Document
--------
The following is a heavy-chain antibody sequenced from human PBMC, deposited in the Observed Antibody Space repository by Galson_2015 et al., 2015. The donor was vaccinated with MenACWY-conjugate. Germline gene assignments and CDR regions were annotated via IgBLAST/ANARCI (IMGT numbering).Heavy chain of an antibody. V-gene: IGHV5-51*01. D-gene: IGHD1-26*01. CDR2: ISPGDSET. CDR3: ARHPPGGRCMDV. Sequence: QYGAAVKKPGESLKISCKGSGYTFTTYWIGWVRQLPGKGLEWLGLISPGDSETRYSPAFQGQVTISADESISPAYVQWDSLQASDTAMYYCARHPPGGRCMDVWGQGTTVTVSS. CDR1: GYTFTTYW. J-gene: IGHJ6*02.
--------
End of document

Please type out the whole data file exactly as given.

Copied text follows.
The following is a heavy-chain antibody sequenced from human PBMC, deposited in the Observed Antibody Space repository by Galson_2015 et al., 2015. The donor was vaccinated with MenACWY-conjugate. Germline gene assignments and CDR regions were annotated via IgBLAST/ANARCI (IMGT numbering).Heavy chain of an antibody. V-gene: IGHV5-51*01. D-gene: IGHD1-26*01. CDR2: ISPGDSET. CDR3: ARHPPGGRCMDV. Sequence: QYGAAVKKPGESLKISCKGSGYTFTTYWIGWVRQLPGKGLEWLGLISPGDSETRYSPAFQGQVTISADESISPAYVQWDSLQASDTAMYYCARHPPGGRCMDVWGQGTTVTVSS. CDR1: GYTFTTYW. J-gene: IGHJ6*02.